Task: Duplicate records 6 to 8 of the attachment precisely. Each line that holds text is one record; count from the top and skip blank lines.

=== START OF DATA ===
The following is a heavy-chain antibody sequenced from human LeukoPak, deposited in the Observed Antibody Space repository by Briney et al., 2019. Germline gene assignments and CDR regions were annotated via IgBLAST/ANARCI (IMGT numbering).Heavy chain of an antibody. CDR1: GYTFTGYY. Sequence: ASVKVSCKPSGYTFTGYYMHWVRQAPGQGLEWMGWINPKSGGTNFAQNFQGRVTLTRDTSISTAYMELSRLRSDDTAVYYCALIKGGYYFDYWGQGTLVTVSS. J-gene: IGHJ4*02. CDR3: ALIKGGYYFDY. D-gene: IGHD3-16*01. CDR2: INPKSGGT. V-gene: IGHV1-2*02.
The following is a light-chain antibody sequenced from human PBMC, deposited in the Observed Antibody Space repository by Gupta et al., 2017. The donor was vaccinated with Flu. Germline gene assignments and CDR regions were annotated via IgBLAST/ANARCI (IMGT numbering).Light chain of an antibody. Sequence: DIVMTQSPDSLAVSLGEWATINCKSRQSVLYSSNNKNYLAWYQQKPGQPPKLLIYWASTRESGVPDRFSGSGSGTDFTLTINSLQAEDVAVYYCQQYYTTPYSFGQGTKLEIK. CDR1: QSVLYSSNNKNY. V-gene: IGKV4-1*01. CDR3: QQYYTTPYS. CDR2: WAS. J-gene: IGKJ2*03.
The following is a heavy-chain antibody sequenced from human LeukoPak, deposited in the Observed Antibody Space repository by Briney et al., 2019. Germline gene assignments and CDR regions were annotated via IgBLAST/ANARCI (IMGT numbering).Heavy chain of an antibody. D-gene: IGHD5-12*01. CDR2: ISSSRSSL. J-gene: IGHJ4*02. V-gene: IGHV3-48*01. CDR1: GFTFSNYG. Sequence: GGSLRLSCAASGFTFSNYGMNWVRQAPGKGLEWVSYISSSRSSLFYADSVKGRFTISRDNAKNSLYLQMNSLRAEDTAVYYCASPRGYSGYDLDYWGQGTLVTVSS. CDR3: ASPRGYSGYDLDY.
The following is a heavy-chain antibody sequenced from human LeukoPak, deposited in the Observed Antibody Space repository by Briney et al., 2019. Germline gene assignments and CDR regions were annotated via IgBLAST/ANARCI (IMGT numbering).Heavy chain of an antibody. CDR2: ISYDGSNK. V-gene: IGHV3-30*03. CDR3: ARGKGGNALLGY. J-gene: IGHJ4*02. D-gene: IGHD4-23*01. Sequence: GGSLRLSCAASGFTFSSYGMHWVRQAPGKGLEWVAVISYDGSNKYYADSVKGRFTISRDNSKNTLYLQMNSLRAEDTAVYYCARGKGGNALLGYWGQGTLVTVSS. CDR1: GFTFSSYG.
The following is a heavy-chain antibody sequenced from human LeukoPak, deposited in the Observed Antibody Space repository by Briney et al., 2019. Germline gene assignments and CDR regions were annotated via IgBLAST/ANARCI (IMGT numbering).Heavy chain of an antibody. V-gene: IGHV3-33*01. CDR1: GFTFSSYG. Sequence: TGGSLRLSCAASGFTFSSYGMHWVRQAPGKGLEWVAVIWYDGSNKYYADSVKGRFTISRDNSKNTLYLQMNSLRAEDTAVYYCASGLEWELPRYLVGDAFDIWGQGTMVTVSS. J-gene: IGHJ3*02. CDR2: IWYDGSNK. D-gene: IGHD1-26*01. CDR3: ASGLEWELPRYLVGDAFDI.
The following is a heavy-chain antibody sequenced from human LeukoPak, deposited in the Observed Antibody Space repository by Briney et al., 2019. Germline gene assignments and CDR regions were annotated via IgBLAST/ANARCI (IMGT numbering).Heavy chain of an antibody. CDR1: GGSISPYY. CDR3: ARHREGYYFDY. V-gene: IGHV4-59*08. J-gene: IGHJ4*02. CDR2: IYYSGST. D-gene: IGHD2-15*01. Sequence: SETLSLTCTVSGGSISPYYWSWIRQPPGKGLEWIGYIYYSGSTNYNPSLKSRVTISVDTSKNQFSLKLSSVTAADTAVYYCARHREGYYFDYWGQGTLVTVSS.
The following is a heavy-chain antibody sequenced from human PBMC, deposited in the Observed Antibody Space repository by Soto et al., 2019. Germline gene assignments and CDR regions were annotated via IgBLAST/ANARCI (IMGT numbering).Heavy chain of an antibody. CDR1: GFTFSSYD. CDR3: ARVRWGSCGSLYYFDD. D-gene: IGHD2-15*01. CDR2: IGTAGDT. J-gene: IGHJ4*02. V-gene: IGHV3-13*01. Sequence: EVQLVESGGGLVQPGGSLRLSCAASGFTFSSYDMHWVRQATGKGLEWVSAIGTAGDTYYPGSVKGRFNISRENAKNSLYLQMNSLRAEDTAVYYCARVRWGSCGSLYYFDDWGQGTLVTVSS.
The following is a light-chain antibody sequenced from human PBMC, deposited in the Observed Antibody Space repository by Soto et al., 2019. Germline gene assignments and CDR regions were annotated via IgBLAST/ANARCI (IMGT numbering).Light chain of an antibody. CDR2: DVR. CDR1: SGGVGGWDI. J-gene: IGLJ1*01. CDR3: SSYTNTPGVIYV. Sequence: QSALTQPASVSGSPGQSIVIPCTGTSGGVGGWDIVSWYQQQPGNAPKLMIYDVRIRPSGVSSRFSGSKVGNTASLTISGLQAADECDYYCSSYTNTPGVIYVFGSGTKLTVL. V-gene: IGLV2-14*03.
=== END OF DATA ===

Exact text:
The following is a heavy-chain antibody sequenced from human LeukoPak, deposited in the Observed Antibody Space repository by Briney et al., 2019. Germline gene assignments and CDR regions were annotated via IgBLAST/ANARCI (IMGT numbering).Heavy chain of an antibody. CDR1: GGSISPYY. CDR3: ARHREGYYFDY. V-gene: IGHV4-59*08. J-gene: IGHJ4*02. CDR2: IYYSGST. D-gene: IGHD2-15*01. Sequence: SETLSLTCTVSGGSISPYYWSWIRQPPGKGLEWIGYIYYSGSTNYNPSLKSRVTISVDTSKNQFSLKLSSVTAADTAVYYCARHREGYYFDYWGQGTLVTVSS.
The following is a heavy-chain antibody sequenced from human PBMC, deposited in the Observed Antibody Space repository by Soto et al., 2019. Germline gene assignments and CDR regions were annotated via IgBLAST/ANARCI (IMGT numbering).Heavy chain of an antibody. CDR1: GFTFSSYD. CDR3: ARVRWGSCGSLYYFDD. D-gene: IGHD2-15*01. CDR2: IGTAGDT. J-gene: IGHJ4*02. V-gene: IGHV3-13*01. Sequence: EVQLVESGGGLVQPGGSLRLSCAASGFTFSSYDMHWVRQATGKGLEWVSAIGTAGDTYYPGSVKGRFNISRENAKNSLYLQMNSLRAEDTAVYYCARVRWGSCGSLYYFDDWGQGTLVTVSS.
The following is a light-chain antibody sequenced from human PBMC, deposited in the Observed Antibody Space repository by Soto et al., 2019. Germline gene assignments and CDR regions were annotated via IgBLAST/ANARCI (IMGT numbering).Light chain of an antibody. CDR2: DVR. CDR1: SGGVGGWDI. J-gene: IGLJ1*01. CDR3: SSYTNTPGVIYV. Sequence: QSALTQPASVSGSPGQSIVIPCTGTSGGVGGWDIVSWYQQQPGNAPKLMIYDVRIRPSGVSSRFSGSKVGNTASLTISGLQAADECDYYCSSYTNTPGVIYVFGSGTKLTVL. V-gene: IGLV2-14*03.